• Revisionist actors seeking to influence the United States should develop appropriate covert solutions through use of proxies and surrogates to allow for plausible deniability and should ensure their cyber operations remain under the U.S. thresholds for overt retaliation. In competition with one another or with rogue actors, revisionists can operate either covertly or overtly, depending on the relative conventional strength of their opponent.
  • Rogue actors should seek to remain as covert as possible, except in those instances where they determine that public support may limit conventional retaliation from a stronger actor. An example of this is the Sony hack perpetrated by North Korea. While it did not achieve its fully intended aims, North Korea did send a deterrent message to its adversaries and messaged its capabilities effectively.

Cyber Brinkmanship

In October 1962, the two global multipolar superpowers came to the absolute brink of nuclear war over missiles in Cuba. Each world leader faced a seemingly unwavering adversary, and neither John F. Kennedy nor Nikita Khrushchev appeared to have any incentive to compromise first, short of preventing the end of modern civilization. Each nuclear superpower needed to demonstrate to the other and its populace that the terms of competition were being redefined. This redefinition nearly ended the world. What followed after this crisis was a recognition that conflict in the nuclear world was to be different—that superpowers seeking to damage one another had new consequences, and new rules to the game were necessary. The result was an era of covert activities that would allow for indirect pressure while avoiding direct pain. Neither side wanted to repeat the flare-up of the Cuban Missile Crisis, and so both settled into a covert status quo.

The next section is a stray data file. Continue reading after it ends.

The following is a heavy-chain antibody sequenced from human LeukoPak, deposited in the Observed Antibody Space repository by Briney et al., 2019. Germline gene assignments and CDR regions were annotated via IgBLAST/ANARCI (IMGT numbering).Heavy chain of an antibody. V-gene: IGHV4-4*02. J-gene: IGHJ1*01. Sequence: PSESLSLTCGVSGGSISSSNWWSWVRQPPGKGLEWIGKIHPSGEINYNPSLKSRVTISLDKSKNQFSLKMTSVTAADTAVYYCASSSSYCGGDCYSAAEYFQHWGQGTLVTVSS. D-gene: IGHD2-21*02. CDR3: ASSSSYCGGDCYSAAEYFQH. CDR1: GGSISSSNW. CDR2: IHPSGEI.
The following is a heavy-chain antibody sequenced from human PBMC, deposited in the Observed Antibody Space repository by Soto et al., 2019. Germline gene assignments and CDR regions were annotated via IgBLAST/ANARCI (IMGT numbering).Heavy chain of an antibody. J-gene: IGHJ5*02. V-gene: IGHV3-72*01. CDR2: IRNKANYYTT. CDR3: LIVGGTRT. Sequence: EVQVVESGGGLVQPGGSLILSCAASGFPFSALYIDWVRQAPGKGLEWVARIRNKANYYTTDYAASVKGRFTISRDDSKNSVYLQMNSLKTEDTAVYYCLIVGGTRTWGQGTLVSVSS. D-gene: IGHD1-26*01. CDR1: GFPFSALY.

Considering the lessons of the beginning of the nuclear age, it seems appropriate to consider similar conditions most likely to exist in the digital age. A period of “feeling out” each other’s capabilities seems natural as new norms and standards are defined. It is also natural to assume that some level of brinkmanship will take place in relation to cyber capability. In a piece for Wiredmagazine in August 2019, Andy Greenberg asserted that this brinkmanship is already taking place: